BofA's Dividend to Rise Above Buffett Target for Stock Swap

  • Bank boosting payout after passing Federal Reserve stress test
  • Berkshire holds warrants after $5 billion BofA investment

What Top Berkshire Investor Thinks of Buffett's BofA Bet

Bank of America Corp. plans to lift its dividend above a level that Warren Buffett said would compel him to convert preferred shares into the lender’s common stock.

The bank said Wednesday that it expects to increase its dividend by 60 percent to 12 cents a quarter -- or 48 cents annually -- after receiving Federal Reserve approval of its capital plan. At that level, it’d be more lucrative for Buffett’s Berkshire Hathaway Inc. to hold common shares than its preferred stake in the Charlotte, North Carolina-based lender.

If the BofA dividend “should rise above 44 cents before 2021, we would anticipate making a cashless exchange of our preferred into common,” Buffett wrote in a letter to shareholders in February.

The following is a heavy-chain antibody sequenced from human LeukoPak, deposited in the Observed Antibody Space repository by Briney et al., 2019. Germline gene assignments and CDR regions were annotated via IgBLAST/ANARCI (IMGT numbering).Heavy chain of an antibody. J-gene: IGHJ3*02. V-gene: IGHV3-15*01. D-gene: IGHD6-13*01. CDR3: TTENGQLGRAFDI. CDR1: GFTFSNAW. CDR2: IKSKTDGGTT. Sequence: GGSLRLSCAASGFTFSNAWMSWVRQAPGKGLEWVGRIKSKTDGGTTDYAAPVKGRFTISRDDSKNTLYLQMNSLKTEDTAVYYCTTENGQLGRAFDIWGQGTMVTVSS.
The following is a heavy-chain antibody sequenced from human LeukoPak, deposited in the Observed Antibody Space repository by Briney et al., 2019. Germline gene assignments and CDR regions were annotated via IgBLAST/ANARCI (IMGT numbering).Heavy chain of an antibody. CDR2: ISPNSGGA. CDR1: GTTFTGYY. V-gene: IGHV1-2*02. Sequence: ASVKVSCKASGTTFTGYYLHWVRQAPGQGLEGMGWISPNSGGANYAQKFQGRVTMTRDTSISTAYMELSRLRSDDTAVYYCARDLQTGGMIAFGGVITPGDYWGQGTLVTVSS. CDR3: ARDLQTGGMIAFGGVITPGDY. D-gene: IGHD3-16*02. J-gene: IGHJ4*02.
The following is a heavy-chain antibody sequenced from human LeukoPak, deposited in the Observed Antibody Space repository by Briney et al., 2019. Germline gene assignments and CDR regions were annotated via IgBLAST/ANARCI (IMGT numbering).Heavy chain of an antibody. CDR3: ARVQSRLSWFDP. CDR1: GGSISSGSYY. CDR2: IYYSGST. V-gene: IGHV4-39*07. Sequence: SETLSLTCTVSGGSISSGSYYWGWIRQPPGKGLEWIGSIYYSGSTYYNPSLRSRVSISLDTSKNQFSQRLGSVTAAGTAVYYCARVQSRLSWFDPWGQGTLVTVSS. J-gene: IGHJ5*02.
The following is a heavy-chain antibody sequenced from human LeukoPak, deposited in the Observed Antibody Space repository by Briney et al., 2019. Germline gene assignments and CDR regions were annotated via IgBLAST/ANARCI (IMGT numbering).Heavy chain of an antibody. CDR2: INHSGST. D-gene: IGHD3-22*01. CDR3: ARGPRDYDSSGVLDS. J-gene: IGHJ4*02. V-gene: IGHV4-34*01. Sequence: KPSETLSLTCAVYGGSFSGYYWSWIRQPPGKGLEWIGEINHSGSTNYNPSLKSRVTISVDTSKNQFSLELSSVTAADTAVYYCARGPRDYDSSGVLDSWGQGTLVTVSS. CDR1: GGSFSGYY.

Such a conversion may not happen immediately. Bank of America’s higher dividend wouldn’t go into effect until the third quarter. That means that Buffett would make more money by holding onto the preferred shares for the time being. Those securities have their next payout in July.

Berkshire’s billionaire chairman and chief executive officer made the $5 billion preferred investment in Bank of America in 2011 and received warrants to buy 700 million shares of the company for $7.14 apiece. The capital injection was a vote of confidence at a critical juncture. Bank of America’s shares were plunging as it struggled to work its way out from under the weight of legal settlements and other costs tied to the housing-market bust.

With backing from Buffett, the lender’s shares soon rebounded. That generated a massive paper profit on the warrants. The stock closed at $23.88 on Wednesday, implying that Berkshire’s common shares would be valued at $16.7 billion. Buffett’s company has also collected more than $1.5 billion in dividends from the preferred stake.

The episode highlighted the billionaire’s role as a financial firefighter and mirrored confidence-boosting investments he made in Goldman Sachs Group Inc. and General Electric Co. during the 2008 crisis. In those cases, he was also able to extract generous terms in exchange for vouching for those companies’ long-term prospects.

Buffett didn’t immediately respond to a request for comment sent to an assistant. Bank of America declined to comment.

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